[Toward a Psychology of Persons]

Article excerpt

Canadian psychology is reputed among its global peers to have a particular strength in its focus on history and theory. One of the gems of the grand theoretical movement in contemporary psychology is the group known as the Western Canadian Theoretical Psychologists, founded in 1989 and whose members were among those who helped establish the International Society for Theoretical Psychology, its journal Theory and Psychology, the series entitled Annals of Theoretical Psychology, CPA's Section on History and Philosophy of Psychology, the graduate program in theoretical psychology at the University of Calgary and, earlier, the historically important Centre for Advanced Study in Theoretical Psychology at the University of Alberta. Their first book, Positivism in Psychology, edited by Charles Tolman, was published in 1992. This review is of the group's second volume, a result of their more recent discussions and debates concerning depersonalization in psychology.

Psychology has always had, according to Charles Taylor (1973), two epistemologies: the classical scientific and the hermeneutical. He wrote that univocal operations, brute data, and physicalism epitomize the first, while agency and interpretation characterize the latter. Even though Taylor hoped for a "peaceful coexistence" between these two worlds of psychology, he remarked that the classical scientific approach to humans has too often produced explanations that are "depressingly sterile" (p. 72).

The hermeneutical side of psychology has appeared under many guises over the last century, including psychoanalysis (more Jungian than Freudian), Murray's personology, and the humanistic movement. All were either ignored or fiercely attacked by mainstream North American psychology. The latter half of the 20th century has seen something of a change in philosophy, however, as Cartesian post-enlightenment thinking has come under its most serious critical scrutiny in the last 300 years. This newer philosophy, often referred to as postmodern, is having what will likely be long-irreversible effects on many disciplines in the humanities and social sciences. Mainstream psychology is beginning to catch up, in spite of its deep entrenchment in a positivist persona. Hermeneutical epistemology is being summoned to centre stage, but this time the theatre is a much larger one.

The problematic absence of the person in psychology, the primary theme in Toward a Psychology of Persons, is one such critical commentary within the new philosophy. The dialogue concerning the person in this book is different from the personology of the 1930s and '40s or the third-force psychology of the '60s, in that the discourse borrows heavily from this new philosophy and there is today a "new spirit or rapprochement between philosophy and psychology" (O'Donohue & Kitchener, 1996, p.xix). Indeed, such a meeting ground has advanced to the point where some, like Slife and Williams (1997), believe that a subdiscipline of theoretical psychology should be formally recognized. The predicament of depersonalization in psychology thus finds new voices in this book and a much wider audience than it has had in the recent history of the discipline.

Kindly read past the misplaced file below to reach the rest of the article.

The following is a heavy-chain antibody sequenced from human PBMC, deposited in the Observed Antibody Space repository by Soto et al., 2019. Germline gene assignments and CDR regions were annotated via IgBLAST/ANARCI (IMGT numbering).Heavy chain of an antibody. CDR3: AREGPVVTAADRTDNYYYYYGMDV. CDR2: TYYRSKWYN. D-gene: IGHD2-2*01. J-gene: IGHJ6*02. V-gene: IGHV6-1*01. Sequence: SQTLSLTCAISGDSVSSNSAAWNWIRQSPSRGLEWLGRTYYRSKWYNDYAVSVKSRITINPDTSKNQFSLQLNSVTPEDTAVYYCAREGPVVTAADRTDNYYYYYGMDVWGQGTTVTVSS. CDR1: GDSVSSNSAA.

Society, agency, and hermeneutics are thematic of the book's first section. The social and historical embeddedness of each of us, becoming familiar to psychology through such concepts as collectivism and interdependence and newer fields such as cultural psychology, is addressed in many chapters. Interdependence may be said to be one prerequisite for the meaning of "person." The idea is well developed in Tolman's chapter on the social ontology of self, captured in his taking Descartes' famous phrase to its next and highly meaningful step: sumus ergo sum, or "we are, therefore I am." Moving beyond the Cartesian inner mind versus outer behaviour, Tolman argues that there are no private spaces but only public ones in the formation of the person. The person is not to be equated with personality, as Anand Paranjpe argues that the latter comprises partitioned, observable individual differences. …


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